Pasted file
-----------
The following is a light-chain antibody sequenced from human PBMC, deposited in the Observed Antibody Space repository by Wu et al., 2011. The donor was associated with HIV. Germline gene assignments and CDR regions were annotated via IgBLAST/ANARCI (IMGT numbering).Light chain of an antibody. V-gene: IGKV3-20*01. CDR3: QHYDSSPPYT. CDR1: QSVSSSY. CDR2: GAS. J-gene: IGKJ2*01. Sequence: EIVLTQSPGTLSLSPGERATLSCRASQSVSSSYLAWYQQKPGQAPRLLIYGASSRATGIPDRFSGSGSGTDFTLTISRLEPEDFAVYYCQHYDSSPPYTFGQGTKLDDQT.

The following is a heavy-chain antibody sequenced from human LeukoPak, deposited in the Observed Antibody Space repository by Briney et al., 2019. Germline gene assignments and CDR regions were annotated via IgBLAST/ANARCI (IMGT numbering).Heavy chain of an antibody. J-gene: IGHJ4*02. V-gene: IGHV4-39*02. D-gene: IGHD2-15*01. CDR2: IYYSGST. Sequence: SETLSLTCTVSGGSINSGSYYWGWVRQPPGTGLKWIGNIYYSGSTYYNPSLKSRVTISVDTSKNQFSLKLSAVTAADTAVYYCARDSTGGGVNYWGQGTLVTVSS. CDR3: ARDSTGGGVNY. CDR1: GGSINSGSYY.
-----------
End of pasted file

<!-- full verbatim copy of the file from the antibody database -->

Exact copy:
The following is a light-chain antibody sequenced from human PBMC, deposited in the Observed Antibody Space repository by Wu et al., 2011. The donor was associated with HIV. Germline gene assignments and CDR regions were annotated via IgBLAST/ANARCI (IMGT numbering).Light chain of an antibody. V-gene: IGKV3-20*01. CDR3: QHYDSSPPYT. CDR1: QSVSSSY. CDR2: GAS. J-gene: IGKJ2*01. Sequence: EIVLTQSPGTLSLSPGERATLSCRASQSVSSSYLAWYQQKPGQAPRLLIYGASSRATGIPDRFSGSGSGTDFTLTISRLEPEDFAVYYCQHYDSSPPYTFGQGTKLDDQT.

The following is a heavy-chain antibody sequenced from human LeukoPak, deposited in the Observed Antibody Space repository by Briney et al., 2019. Germline gene assignments and CDR regions were annotated via IgBLAST/ANARCI (IMGT numbering).Heavy chain of an antibody. J-gene: IGHJ4*02. V-gene: IGHV4-39*02. D-gene: IGHD2-15*01. CDR2: IYYSGST. Sequence: SETLSLTCTVSGGSINSGSYYWGWVRQPPGTGLKWIGNIYYSGSTYYNPSLKSRVTISVDTSKNQFSLKLSAVTAADTAVYYCARDSTGGGVNYWGQGTLVTVSS. CDR3: ARDSTGGGVNY. CDR1: GGSINSGSYY.